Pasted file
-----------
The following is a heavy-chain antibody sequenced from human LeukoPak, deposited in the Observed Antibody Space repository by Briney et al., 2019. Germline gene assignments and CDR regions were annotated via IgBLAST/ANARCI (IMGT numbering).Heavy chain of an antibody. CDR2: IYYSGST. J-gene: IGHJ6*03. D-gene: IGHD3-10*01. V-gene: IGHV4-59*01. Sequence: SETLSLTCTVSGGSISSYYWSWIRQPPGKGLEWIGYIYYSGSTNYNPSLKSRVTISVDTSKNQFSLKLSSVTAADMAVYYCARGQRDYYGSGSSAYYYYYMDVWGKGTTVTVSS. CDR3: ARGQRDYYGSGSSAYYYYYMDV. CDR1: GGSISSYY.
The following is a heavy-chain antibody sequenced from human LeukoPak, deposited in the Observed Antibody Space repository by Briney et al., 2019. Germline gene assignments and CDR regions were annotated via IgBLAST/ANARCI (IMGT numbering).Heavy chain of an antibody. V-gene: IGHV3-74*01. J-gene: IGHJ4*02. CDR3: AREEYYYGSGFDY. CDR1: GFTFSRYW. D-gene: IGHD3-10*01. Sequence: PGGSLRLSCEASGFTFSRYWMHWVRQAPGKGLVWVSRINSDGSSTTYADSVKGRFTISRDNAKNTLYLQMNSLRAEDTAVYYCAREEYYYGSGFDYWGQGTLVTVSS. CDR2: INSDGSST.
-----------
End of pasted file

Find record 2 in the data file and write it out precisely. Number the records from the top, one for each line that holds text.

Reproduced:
The following is a heavy-chain antibody sequenced from human LeukoPak, deposited in the Observed Antibody Space repository by Briney et al., 2019. Germline gene assignments and CDR regions were annotated via IgBLAST/ANARCI (IMGT numbering).Heavy chain of an antibody. V-gene: IGHV3-74*01. J-gene: IGHJ4*02. CDR3: AREEYYYGSGFDY. CDR1: GFTFSRYW. D-gene: IGHD3-10*01. Sequence: PGGSLRLSCEASGFTFSRYWMHWVRQAPGKGLVWVSRINSDGSSTTYADSVKGRFTISRDNAKNTLYLQMNSLRAEDTAVYYCAREEYYYGSGFDYWGQGTLVTVSS. CDR2: INSDGSST.